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  • • Emphasizes holistic development • Facilitated Learning • Double looped learning – non linear • Valued interaction among peers • Builds good communication skills • Builds learner confidence • Empowerment of the learner • Development of creativity • Encouragement for reflective process • Preparation of student for the 21st century working world Heutagogy is not for the feint of heart or lazy of mind. Everyone is not necessarily prepared or educationally skilled enough to learn on his or her own. While students have the freedom to attend class at their leisure, flexibility carries with it increased responsibility and the need for independence. Unprepared students may confuse self-directed learning with self-paced learning. The online classroom has deadlines for turning in assignments and accomplishing tasks. Students quickly get left behind when deadlines are not met. Students who demand a face-to-face connection with teachers and fellow learners may find themselves feeling disconnected and isolated. Also, students who struggle with technology may find themselves overwhelmed navigating the online environment and mastering the tools needed to complete assignments. While student dropout in the online 
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  • environment is most often linked to more personal issues, the heutagogical approach does have limitations that contribute to student dissatisfaction. They are: • Requirement of excellent time management skills • Less structure than traditional classroom • Time consuming process • Facilitators’ refusal to be flexible • Facilitators’ reluctance to empower learners with course direction • Assumption that learners know "how to learn" • Assumption that students can self regulate • Students’ reluctance to share range of experiences • Student’s reluctance to self assess While Heutagogy may not be the best teaching and learning approach for every one, it is rapidly becoming the preferred learning approach for adult learners, especially in non-traditional classroom settings. The study of heutagogy is a recent practice and the literature on the subject is spartan. However, the increased awareness of differences among learners suggests that the possibility to personalize the learning process, at least to some extent, will give every learner the chance to achieve their full potential and therefore lead to better learning outcomes (Delfino et al, 2008). The future is upon us.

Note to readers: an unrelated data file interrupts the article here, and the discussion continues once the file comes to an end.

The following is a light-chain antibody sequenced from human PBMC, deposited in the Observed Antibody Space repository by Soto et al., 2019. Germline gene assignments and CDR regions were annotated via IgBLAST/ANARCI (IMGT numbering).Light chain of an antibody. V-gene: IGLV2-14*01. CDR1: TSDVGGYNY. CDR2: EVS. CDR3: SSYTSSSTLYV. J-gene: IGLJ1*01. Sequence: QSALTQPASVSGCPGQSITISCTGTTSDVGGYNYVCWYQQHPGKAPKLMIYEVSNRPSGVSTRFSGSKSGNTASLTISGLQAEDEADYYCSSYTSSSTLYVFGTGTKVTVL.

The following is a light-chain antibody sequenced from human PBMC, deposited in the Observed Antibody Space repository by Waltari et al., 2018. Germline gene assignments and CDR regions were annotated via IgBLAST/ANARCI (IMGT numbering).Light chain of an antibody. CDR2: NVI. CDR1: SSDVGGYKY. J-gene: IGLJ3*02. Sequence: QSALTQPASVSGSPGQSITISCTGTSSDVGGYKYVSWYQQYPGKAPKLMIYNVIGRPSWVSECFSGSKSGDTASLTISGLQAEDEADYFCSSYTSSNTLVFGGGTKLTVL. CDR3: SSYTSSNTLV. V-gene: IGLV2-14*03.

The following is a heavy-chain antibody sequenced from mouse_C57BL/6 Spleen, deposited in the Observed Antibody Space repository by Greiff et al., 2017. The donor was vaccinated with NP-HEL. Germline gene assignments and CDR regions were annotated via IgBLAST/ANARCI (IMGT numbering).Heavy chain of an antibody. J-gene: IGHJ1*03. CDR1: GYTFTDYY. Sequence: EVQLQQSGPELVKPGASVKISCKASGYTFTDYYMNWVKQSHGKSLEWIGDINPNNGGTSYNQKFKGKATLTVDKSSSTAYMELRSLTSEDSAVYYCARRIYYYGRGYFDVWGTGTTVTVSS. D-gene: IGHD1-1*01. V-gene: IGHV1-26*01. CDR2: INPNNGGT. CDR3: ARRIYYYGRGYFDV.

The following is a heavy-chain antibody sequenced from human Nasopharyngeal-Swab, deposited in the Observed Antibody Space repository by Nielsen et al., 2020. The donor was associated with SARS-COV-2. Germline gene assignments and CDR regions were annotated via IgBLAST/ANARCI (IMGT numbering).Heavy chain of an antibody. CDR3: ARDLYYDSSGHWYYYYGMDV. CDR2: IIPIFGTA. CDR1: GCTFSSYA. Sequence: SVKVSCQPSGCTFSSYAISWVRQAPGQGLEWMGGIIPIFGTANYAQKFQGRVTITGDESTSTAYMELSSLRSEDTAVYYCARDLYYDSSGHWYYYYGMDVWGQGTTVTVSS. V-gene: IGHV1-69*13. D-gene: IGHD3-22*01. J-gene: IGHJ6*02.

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  • Resources Ashton, J., & Elliott, R., (2007) Juggling the balls—study, work, family and play: student perspectives on flexible and blended heutagogy. European Early Childhood Education Research Journal, 15(2), 167-181. Ashton, J., & Newman, L., (2006) An unfinished symphony: 21st century teacher education using knowledge creating heutagogies. British Journal of Educational Technology, 37(6), 825-840. Carvin, A. (2005, February 1). Tim Berners-Lee: Weaving a semantic web. Toronto, Ontario, Divide Network: http://www.digitaldivide.net/articles/ view.php?ArticleID=20 Contractor, N.S., & Monge, P.R., (2002) Managing knowledge networks. Management Communication Quarterly, 16 (2), 249-258. Delfino, M., Dettori, G., & Persico, D. (2008, October). Self-regulated learning in virtual communities. Technology, Pedagogy and Education, 17(3), 195-205. Hase, S. & Kenyon, C. (2000). From andragogy to heutagogy. ultiBASE publication. Retrieved May 28, 2009, from http://www.ultibase.rmit.edu.au/ Articles/dec00/hase2.htm.